Those two parts, he hopes, create a “sense of understanding” between people even if their cultures are vastly different. “I think that’s what is going to change people’s perspectives for the long run.”
Tee remembers watching Margaret Cho’s 1994 sitcom “All-American Girl” as a teenager. At the time, he had never seen a Korean American actor lead a show and thought, “That’s amazing. I want to see more.”
The ABC series followed Cho as a college graduate whose views differed from her traditional Korean parents. It was the first prime-time sitcom to feature an Asian American family at the forefront. Unfortunately, it was canceled after one season.
Still, “All-American Girl” changed his perspective.
“It wasn’t until then that I felt like I have never seen myself,” he explained, adding that it didn’t “click like a light bulb" — it was more like a "dimmer switch.”
“As I grew more, understood more and experienced much more, the dimmer switch just started to light up,” he said. “It’s been an interesting journey and an interesting experience because looking back now, I never saw myself.”
With substantive roles few and far between, Tee felt limited. However, he understood that change takes time, starts from within, and requires more creators of color.
In his 20-plus years in the industry, he’s now noticing networks and studios starting to develop and “really embrace culture to be able to tell particular stories through that particular lens.”
“It’s a process. It really is. And progress is hard,” he noted, adding he believes the industry is relearning how to tell diverse stories as there’s “a definite need and want.”
“And that’s a wonderful thing because back then, there was no want. There wasn’t anything,” he said, even though change is “excruciatingly slow.”
On top of all that, Tee said the last two years as an Asian American “has been very difficult.”
“Especially in this country,” the actor, who is father to an almost 7-year-old girl named Madelyn, said. In 2020, anti-Asian hate crimes increased 169% across major cities, according to an analysis released by the Center for the Study of Hate and Extremism at California State University in March 2021.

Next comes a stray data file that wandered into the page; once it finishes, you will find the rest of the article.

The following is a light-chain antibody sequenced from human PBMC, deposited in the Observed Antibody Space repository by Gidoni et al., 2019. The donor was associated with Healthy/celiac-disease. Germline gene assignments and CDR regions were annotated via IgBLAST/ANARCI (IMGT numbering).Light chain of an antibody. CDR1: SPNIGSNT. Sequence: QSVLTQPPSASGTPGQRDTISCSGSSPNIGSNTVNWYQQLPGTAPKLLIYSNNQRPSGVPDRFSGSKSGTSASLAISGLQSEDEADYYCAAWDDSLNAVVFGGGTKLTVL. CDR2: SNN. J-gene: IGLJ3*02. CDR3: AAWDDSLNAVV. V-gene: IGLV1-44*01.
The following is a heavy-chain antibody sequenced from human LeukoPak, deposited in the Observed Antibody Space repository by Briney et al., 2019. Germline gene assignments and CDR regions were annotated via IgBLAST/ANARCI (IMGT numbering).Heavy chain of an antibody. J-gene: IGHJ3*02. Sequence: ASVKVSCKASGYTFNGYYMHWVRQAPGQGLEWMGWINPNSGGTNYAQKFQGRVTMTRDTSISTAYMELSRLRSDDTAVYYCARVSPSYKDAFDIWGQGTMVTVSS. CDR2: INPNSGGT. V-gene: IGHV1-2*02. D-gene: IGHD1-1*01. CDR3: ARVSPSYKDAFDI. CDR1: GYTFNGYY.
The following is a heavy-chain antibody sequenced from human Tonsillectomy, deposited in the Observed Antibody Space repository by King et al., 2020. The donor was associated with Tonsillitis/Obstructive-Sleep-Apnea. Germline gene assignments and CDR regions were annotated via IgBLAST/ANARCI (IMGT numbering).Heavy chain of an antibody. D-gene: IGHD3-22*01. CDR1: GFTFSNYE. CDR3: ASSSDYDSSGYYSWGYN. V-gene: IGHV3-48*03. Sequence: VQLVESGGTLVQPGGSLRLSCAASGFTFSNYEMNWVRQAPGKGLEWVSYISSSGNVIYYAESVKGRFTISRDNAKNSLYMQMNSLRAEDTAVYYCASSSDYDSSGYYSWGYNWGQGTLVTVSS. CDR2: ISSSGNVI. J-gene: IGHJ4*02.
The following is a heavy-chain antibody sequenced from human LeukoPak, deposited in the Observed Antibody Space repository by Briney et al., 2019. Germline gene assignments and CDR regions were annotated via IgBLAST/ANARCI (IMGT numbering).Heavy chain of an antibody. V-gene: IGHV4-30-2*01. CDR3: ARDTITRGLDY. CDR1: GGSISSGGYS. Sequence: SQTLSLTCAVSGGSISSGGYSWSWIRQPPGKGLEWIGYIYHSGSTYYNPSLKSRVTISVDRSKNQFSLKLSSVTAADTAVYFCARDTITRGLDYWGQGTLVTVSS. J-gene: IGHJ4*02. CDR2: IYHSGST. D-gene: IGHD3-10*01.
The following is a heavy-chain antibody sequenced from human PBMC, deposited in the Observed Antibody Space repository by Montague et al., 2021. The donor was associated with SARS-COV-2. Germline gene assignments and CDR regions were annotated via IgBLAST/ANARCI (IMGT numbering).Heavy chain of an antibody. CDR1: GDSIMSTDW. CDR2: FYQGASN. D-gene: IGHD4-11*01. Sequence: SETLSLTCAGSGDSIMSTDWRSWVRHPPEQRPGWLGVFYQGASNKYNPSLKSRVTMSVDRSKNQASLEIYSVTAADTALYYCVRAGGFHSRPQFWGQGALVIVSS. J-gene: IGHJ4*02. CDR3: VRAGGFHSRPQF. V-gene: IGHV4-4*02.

Amid the horrific attacks against Asian Americans, the hashtag #StopAsianHate became the slogan for demonstrations, protests and rallies held across the U.S. In May of last year, President Joe Biden signed a bill to combat the rise in hate crimes against Asian Americans and others.
“I’ve come to realize and understand how incredibly strong we are. How we’ve persevered. How we’ve endured,” he continued. “And I feel no longer do we need to keep our heads down and put our nose to the grindstone. But we need to stand up. We need to speak out.”
He’s also noticed how people have started to come together and help others. “As a bystander, as far as being an ally, there’s things that we all can do for each other,” he said.
I feel no longer do we need to keep our heads down and put our nose to the grindstone. But we need to stand up. We need to speak out.
Tee is working with Asian Americans Advancing Justice, an organization that fights for civil rights and empowers Asian Americans. It also helps educate people on how they can stop anti-Asian hate and harassment by offering bystander trainings, some taking place during Asian American and Pacific Islander Heritage Month and throughout the summer.
“What people can do now is to stop it at its point if you see it, if you hear it, and do it safely," he said.
Tee can’t identify the exact moment he felt the need to give back. He just knew that advocacy was on the horizon, especially after experiencing racism and inequality in the industry and the resulting limited roles available to him.
“I feel like things are transitioning," he said, "especially within the industry and in myself and the roles that I’m playing, where I can now bridge off into being an advocate, into being the voice and being heard in such a way where I feel now it’s much more poignant.”
And change is happening. Tee’s next role is “a game changer” and one “you’ve never seen before.” The actor will star alongside Nicole Kidman as her character's husband, Clarke, in Amazon Prime Video’s “Expats.” The drama is based on Janice Y.K. Lee’s novel “The Expatriates,” with Lulu Wang as director and showrunner.
According to Deadline, “Expats” is set in Hong Kong and follows an international community whose lives are bound together after a sudden family tragedy. Kidman leads the series alongside Ji-young Yoo and Sarayu Blue.
“To see an Asian American man in that particular character,” he said, breaks many stereotypes. And that extends beyond his character to the story and the people behind the camera.
The project, which is expected to air by the end of this year, is a special one for Tee and everyone involved — creators working to bring diverse storytelling to life.
“I’m just extremely blessed and honored to be a part of it,” he said with a big smile.